3 other students testing failed. One from the week before our class botched his 90. One of the other two used a couple pull ups to get his 90 in the box and when he did another pull up to adjust knocked over a cone I believe. And the other passed all his backing but when pulling out of the DMV testing center didn't pull out far enough and ran over the curb, automatic fail. She did take him through the rest of the course but informed him he failed when he got back to the testing site.

The real bummer about this is there are no other appointments this week and next week they are closed for training. Two so far have gone back out with their trainer's and won't be testing until the week of 5/6, ouch!

Best advice I can offer on backing from my very limited experience is: TAKE YOUR TIME. You are not under a clock, go slow, don't over think it, do what you've been practicing, make the minor adjustments necessary to walk it in the box. My first trainer constantly said, if you have the space, use it! Pull forward as far as necessary to get your set up where you need it.

Well, that's it for now.

Cheers, Kelly

Dm:

Dispatcher, Fleet Manager, Driver Manager

The primary person a driver communicates with at his/her company. A dispatcher can play many roles, depending on the company's structure. Dispatchers may assign freight, file requests for home time, relay messages between the driver and management, inform customer service of any delays, change appointment times, and report information to the load planners.

DMV:

Department of Motor Vehicles, Bureau of Motor Vehicles

The state agency that handles everything related to your driver's licences, including testing, issuance, transfers, and revocation.

Dave (formerly known as K's Comment
member avatar

WOW! Congratulations Driver!

dancing-banana.gifdancing-banana.gifdancing-banana.gifdancing-banana.gif

Sounds like I might be in Missoula in a few days. Might get to meet if you're still there.

Noworrez's Comment
member avatar

Hey Dave, thanks! I'm heading out tomorrow morning, 4/27 with Jim Pickrell who apparently I am told gets his students through C and B seats very quickly so I'm guessing we'll be going non stop.

Cheers, Kelly

Dave (formerly known as K's Comment
member avatar

Heard good things about Jim. Good luck and keep the shiny side up.

Hey Dave, thanks! I'm heading out tomorrow morning, 4/27 with Jim Pickrell who apparently I am told gets his students through C and B seats very quickly so I'm guessing we'll be going non stop.

Cheers, Kelly

Matthew W.'s Comment
member avatar

Congrats driver! You're absolutely right with backing. Take youe time and g.o.a.l. as many times as you need to. The worst thing you can do is add silly preventable backing mistales to your dac score.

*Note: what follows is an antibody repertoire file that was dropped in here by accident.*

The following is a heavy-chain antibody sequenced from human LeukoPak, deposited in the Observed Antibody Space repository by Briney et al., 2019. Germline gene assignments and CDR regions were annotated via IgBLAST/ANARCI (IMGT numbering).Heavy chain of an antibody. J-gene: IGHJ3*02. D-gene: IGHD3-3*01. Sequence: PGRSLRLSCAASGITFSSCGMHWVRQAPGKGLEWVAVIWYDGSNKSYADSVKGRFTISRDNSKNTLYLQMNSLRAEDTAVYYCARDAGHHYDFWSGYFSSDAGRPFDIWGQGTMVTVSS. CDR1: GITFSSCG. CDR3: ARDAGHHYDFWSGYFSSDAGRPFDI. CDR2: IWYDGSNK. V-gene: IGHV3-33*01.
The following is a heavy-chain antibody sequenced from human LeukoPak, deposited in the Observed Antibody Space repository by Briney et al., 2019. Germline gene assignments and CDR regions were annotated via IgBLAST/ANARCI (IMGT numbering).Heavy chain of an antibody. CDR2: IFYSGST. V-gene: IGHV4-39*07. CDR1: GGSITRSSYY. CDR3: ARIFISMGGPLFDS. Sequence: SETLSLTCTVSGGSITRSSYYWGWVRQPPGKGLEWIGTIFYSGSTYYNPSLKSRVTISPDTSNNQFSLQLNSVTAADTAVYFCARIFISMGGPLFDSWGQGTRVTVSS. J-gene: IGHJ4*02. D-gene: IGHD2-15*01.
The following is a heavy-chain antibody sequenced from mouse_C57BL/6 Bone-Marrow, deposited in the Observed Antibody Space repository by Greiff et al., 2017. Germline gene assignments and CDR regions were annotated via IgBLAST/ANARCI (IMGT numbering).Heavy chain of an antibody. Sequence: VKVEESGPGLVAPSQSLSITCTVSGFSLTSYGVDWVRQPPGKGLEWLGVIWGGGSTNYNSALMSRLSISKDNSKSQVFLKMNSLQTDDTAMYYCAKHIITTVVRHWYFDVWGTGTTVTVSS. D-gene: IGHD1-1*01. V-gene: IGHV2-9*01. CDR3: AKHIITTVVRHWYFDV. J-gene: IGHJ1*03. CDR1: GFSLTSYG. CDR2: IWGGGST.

DAC:

Drive-A-Check Report

A truck drivers DAC report will contain detailed information about their job history of the last 10 years as a CDL driver (as required by the DOT).

It may also contain your criminal history, drug test results, DOT infractions and accident history. The program is strictly voluntary from a company standpoint, but most of the medium-to-large carriers will participate.

Most trucking companies use DAC reports as part of their hiring and background check process. It is extremely important that drivers verify that the information contained in it is correct, and have it fixed if it's not.

Gad's Comment
member avatar

Any updates? How is the D seat training going?

It's going good need more practice in traffic and retaining all the information
Army 's Comment
member avatar

Hello,

I also have a question, that I couldn't find on the website does JP have flatbed driving opportunities?

Thanks

Dave (formerly known as K's Comment
member avatar

No flatbed. Just regional dry van (western 11), north western heavy haul and advanced fleet (Prime reefer).

Hello,

I also have a question, that I couldn't find on the website does JP have flatbed driving opportunities?

Thanks

Regional:

Regional Route

Usually refers to a driver hauling freight within one particular region of the country. You might be in the "Southeast Regional Division" or "Midwest Regional". Regional route drivers often get home on the weekends which is one of the main appeals for this type of route.

Dry Van:

A trailer or truck that that requires no special attention, such as refrigeration, that hauls regular palletted, boxed, or floor-loaded freight. The most common type of trailer in trucking.

Reefer:

A refrigerated trailer.

PackRat's Comment
member avatar

Hello,

I also have a question, that I couldn't find on the website does JP have flatbed driving opportunities?

Thanks

So if you want to pull a skateboard, go to Prime and get Turtle to train you.smile.gif